A-Rod: The Many Lives of Alex Rodriguez Released, MLB Investigating
Selena Roberts’ much hyped book, A-Rod: The Many Lives of Alex Rodriguez, was released May 4. The New York Times had already reported that Major League Baseball began investigating Rodriguez shortly after meeting with MLB officials on March 1. According to the Times, MLB “heightened” its investigation when learning that allegations in the book contradicted what Rodriguez had told them. Roberts said she was contacted by MLB as part of their investigation but declined to cooperate.
“I said that as a journalist, I cover MLB, and cooperating with them on this would be a conflict of interest, and he said that he understood the position that I am in.”
These are the claims that likely have drawn the attention of MLB.
- An unnamed former teammate said Rodriguez began using steroids in high school
- Rodriguez’s teammates noticed side-effects of steroid use, specifically rapid weight gain and Gynecomastia, before the 2005 season with the Yankees
- A unnamed MLB player witnessed Rodriguez and former Yankee, Kevin Brown, with HGH at Yankee Stadium
- Banned trainer, Angel Presinal, may have been involved with Rodriguez’s use of PED’s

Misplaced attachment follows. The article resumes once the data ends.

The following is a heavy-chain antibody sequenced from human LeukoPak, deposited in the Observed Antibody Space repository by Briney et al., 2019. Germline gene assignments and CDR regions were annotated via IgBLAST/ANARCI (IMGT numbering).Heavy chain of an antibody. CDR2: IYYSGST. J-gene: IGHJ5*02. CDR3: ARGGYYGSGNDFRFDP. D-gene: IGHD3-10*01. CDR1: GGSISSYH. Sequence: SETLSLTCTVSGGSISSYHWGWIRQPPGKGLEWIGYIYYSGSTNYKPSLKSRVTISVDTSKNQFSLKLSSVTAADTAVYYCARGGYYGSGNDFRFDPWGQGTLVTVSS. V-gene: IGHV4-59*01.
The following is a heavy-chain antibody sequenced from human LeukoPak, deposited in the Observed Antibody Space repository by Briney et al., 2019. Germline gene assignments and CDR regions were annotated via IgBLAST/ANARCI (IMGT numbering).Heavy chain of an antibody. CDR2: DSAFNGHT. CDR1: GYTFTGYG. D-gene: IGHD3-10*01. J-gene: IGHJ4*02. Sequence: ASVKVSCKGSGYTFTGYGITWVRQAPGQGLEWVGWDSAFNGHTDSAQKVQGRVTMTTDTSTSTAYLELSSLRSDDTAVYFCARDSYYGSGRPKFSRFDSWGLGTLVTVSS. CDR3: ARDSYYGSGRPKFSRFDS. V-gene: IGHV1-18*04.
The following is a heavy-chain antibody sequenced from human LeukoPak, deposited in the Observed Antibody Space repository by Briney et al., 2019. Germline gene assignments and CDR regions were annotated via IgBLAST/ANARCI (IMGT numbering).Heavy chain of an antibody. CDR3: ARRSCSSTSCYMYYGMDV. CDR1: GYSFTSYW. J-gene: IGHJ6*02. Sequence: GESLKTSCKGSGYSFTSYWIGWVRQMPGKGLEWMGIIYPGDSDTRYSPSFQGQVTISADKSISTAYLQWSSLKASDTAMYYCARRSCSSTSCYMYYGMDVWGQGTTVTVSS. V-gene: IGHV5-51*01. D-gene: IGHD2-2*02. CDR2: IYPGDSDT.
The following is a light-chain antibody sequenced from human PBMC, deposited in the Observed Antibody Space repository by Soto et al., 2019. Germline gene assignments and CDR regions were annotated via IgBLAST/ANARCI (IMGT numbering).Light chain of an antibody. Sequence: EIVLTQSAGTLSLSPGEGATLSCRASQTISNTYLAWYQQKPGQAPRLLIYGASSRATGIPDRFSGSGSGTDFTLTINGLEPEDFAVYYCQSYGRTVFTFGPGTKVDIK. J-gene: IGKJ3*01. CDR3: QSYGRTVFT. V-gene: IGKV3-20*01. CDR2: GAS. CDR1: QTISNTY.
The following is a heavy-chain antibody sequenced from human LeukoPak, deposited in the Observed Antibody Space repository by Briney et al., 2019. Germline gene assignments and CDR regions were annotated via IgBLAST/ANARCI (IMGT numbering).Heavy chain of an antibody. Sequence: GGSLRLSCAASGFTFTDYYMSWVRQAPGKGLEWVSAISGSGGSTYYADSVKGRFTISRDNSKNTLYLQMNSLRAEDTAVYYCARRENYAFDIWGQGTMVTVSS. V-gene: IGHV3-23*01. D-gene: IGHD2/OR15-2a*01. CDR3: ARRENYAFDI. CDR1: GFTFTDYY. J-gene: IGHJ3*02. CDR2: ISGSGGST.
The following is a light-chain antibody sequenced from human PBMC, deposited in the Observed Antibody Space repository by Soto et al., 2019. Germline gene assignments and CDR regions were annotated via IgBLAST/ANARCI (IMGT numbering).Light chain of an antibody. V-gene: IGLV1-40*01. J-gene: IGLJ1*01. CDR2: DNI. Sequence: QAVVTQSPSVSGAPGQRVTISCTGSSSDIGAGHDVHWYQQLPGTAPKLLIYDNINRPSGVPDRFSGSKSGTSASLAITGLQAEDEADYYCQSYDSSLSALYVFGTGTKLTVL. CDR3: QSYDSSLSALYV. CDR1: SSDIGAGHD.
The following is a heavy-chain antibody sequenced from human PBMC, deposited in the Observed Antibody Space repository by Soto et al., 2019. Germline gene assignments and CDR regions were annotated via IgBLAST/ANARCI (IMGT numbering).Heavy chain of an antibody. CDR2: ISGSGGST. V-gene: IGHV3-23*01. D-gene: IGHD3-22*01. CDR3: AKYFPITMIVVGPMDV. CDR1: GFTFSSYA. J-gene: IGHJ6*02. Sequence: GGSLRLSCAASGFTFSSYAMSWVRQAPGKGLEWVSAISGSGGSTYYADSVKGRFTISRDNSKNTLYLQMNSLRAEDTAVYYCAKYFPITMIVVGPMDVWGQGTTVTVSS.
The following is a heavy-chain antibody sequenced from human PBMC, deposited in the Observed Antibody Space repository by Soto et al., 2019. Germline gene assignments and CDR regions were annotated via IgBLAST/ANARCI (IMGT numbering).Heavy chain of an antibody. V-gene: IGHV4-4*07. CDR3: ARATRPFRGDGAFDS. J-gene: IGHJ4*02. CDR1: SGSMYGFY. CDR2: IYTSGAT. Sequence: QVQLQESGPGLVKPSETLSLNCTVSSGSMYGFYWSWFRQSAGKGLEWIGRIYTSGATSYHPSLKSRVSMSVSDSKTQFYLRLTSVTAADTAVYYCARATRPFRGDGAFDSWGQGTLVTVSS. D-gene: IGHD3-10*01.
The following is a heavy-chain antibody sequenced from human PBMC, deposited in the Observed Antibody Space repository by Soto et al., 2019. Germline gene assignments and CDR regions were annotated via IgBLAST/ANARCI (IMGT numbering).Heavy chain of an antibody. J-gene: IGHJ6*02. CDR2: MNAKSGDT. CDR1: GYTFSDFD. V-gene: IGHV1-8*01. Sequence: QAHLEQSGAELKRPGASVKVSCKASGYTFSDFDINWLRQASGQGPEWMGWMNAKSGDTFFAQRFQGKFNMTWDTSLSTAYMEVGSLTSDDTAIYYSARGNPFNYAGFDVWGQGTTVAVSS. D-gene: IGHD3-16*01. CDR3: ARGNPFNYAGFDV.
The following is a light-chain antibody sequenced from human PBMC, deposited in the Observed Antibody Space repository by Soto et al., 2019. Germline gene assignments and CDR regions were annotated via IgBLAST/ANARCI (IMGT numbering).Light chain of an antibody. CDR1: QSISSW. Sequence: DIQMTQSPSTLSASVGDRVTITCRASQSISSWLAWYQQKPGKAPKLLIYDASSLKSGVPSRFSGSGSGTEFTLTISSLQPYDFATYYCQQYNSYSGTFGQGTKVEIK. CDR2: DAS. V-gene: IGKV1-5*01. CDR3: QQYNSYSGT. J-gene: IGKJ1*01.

Rodriguez has refused to comment thus far, as has commissioner, Bud Selig. Some of those associated with Rodriguez in high school have come to his defense however. Doug Mientkiewicz, who played with Rodriguez in high school, is certain Rodriguez was clean.
“From my perspective, it would be 99.9% impossible for us not to know,”
“You’re basically accusing every kid that’s gone through puberty that they’re on steroids too, huh? He gained a couple of inches height-wise too, if I remember right… I knew what he looked like in ninth grade. He was skinny. Who isn’t in ninth grade? He was very dedicated back then, he worked harder than anyone else.”
Former coach, Rich Hoffman, told the Associated Press that he too doesn’t believe Rodriguez used in high school.
“What would be alarming is if somebody didn’t work and got a lot bigger. But the fact is, he was the hardest-working guy around. No reason to be alarmed. I was in the weight room, I was in the classroom, I was in the field every day that he was there. And the work ethic was definitely there.”
Roberts acknowledged that some of her information was circumstantial, but defended her assertions from the book.
“I’ve talked to players who say he was using in high school, but if you want to discard that, you look at the physical evidence,” she told the AP. “You look at a player who by his own coach’s account was unrecognizable his junior year because his body had changed so much. Scouts didn’t recognize him. In his sophomore year he could barely bench press 100 pounds. By his junior year, he was bench pressing 300 pounds.”